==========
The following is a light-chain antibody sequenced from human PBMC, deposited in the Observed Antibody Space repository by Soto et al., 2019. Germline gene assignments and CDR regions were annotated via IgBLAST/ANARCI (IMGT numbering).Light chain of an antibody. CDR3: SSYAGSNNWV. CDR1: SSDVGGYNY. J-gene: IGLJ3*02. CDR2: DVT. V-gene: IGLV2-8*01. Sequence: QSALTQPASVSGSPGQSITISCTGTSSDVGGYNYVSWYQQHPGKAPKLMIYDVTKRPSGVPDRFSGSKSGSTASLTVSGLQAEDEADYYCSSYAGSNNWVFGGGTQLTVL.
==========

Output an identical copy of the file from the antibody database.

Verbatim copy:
The following is a light-chain antibody sequenced from human PBMC, deposited in the Observed Antibody Space repository by Soto et al., 2019. Germline gene assignments and CDR regions were annotated via IgBLAST/ANARCI (IMGT numbering).Light chain of an antibody. CDR3: SSYAGSNNWV. CDR1: SSDVGGYNY. J-gene: IGLJ3*02. CDR2: DVT. V-gene: IGLV2-8*01. Sequence: QSALTQPASVSGSPGQSITISCTGTSSDVGGYNYVSWYQQHPGKAPKLMIYDVTKRPSGVPDRFSGSKSGSTASLTVSGLQAEDEADYYCSSYAGSNNWVFGGGTQLTVL.